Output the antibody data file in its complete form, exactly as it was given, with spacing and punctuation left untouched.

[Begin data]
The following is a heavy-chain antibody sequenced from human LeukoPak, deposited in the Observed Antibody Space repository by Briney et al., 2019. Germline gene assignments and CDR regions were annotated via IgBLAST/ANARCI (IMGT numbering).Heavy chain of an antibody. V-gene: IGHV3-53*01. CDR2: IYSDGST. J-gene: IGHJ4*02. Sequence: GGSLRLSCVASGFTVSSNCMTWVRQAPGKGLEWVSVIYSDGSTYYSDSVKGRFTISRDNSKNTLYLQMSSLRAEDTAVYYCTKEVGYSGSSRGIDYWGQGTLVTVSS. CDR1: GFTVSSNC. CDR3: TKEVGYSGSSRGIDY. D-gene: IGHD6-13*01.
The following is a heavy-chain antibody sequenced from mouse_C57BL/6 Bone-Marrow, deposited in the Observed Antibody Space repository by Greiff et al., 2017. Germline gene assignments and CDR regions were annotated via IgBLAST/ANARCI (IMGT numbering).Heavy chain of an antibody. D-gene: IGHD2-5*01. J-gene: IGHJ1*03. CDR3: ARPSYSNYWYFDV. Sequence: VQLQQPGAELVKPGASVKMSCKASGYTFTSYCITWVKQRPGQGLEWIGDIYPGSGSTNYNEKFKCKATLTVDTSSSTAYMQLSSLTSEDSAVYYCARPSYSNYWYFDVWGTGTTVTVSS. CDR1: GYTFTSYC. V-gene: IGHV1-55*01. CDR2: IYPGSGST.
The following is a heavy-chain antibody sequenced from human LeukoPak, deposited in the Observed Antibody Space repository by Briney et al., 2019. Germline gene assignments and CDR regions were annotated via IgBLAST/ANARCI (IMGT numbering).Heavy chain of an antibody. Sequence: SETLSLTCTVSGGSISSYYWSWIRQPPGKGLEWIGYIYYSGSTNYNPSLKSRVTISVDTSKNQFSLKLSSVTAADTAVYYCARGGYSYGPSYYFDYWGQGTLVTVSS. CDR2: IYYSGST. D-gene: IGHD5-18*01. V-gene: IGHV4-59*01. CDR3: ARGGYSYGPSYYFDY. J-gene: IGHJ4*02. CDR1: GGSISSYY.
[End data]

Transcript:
The following is a heavy-chain antibody sequenced from human LeukoPak, deposited in the Observed Antibody Space repository by Briney et al., 2019. Germline gene assignments and CDR regions were annotated via IgBLAST/ANARCI (IMGT numbering).Heavy chain of an antibody. V-gene: IGHV3-53*01. CDR2: IYSDGST. J-gene: IGHJ4*02. Sequence: GGSLRLSCVASGFTVSSNCMTWVRQAPGKGLEWVSVIYSDGSTYYSDSVKGRFTISRDNSKNTLYLQMSSLRAEDTAVYYCTKEVGYSGSSRGIDYWGQGTLVTVSS. CDR1: GFTVSSNC. CDR3: TKEVGYSGSSRGIDY. D-gene: IGHD6-13*01.
The following is a heavy-chain antibody sequenced from mouse_C57BL/6 Bone-Marrow, deposited in the Observed Antibody Space repository by Greiff et al., 2017. Germline gene assignments and CDR regions were annotated via IgBLAST/ANARCI (IMGT numbering).Heavy chain of an antibody. D-gene: IGHD2-5*01. J-gene: IGHJ1*03. CDR3: ARPSYSNYWYFDV. Sequence: VQLQQPGAELVKPGASVKMSCKASGYTFTSYCITWVKQRPGQGLEWIGDIYPGSGSTNYNEKFKCKATLTVDTSSSTAYMQLSSLTSEDSAVYYCARPSYSNYWYFDVWGTGTTVTVSS. CDR1: GYTFTSYC. V-gene: IGHV1-55*01. CDR2: IYPGSGST.
The following is a heavy-chain antibody sequenced from human LeukoPak, deposited in the Observed Antibody Space repository by Briney et al., 2019. Germline gene assignments and CDR regions were annotated via IgBLAST/ANARCI (IMGT numbering).Heavy chain of an antibody. Sequence: SETLSLTCTVSGGSISSYYWSWIRQPPGKGLEWIGYIYYSGSTNYNPSLKSRVTISVDTSKNQFSLKLSSVTAADTAVYYCARGGYSYGPSYYFDYWGQGTLVTVSS. CDR2: IYYSGST. D-gene: IGHD5-18*01. V-gene: IGHV4-59*01. CDR3: ARGGYSYGPSYYFDY. J-gene: IGHJ4*02. CDR1: GGSISSYY.